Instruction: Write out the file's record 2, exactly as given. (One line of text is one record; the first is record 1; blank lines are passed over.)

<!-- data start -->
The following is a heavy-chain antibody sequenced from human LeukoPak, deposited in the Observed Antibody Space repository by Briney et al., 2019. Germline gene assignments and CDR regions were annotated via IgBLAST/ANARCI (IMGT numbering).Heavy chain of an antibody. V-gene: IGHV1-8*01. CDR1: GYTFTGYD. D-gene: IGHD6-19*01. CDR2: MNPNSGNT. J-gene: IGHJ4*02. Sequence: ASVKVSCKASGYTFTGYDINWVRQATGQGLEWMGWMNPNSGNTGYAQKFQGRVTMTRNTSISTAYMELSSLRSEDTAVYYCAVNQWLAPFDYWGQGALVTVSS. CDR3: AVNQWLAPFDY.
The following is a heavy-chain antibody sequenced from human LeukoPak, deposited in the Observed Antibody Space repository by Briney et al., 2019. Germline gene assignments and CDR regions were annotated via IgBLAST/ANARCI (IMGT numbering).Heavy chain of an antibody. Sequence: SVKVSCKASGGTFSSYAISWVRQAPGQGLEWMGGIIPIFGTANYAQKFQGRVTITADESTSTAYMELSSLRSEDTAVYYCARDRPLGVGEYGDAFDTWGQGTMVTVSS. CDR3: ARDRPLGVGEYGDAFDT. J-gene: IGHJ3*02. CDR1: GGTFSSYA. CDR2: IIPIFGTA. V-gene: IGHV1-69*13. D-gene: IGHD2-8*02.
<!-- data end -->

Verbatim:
The following is a heavy-chain antibody sequenced from human LeukoPak, deposited in the Observed Antibody Space repository by Briney et al., 2019. Germline gene assignments and CDR regions were annotated via IgBLAST/ANARCI (IMGT numbering).Heavy chain of an antibody. Sequence: SVKVSCKASGGTFSSYAISWVRQAPGQGLEWMGGIIPIFGTANYAQKFQGRVTITADESTSTAYMELSSLRSEDTAVYYCARDRPLGVGEYGDAFDTWGQGTMVTVSS. CDR3: ARDRPLGVGEYGDAFDT. J-gene: IGHJ3*02. CDR1: GGTFSSYA. CDR2: IIPIFGTA. V-gene: IGHV1-69*13. D-gene: IGHD2-8*02.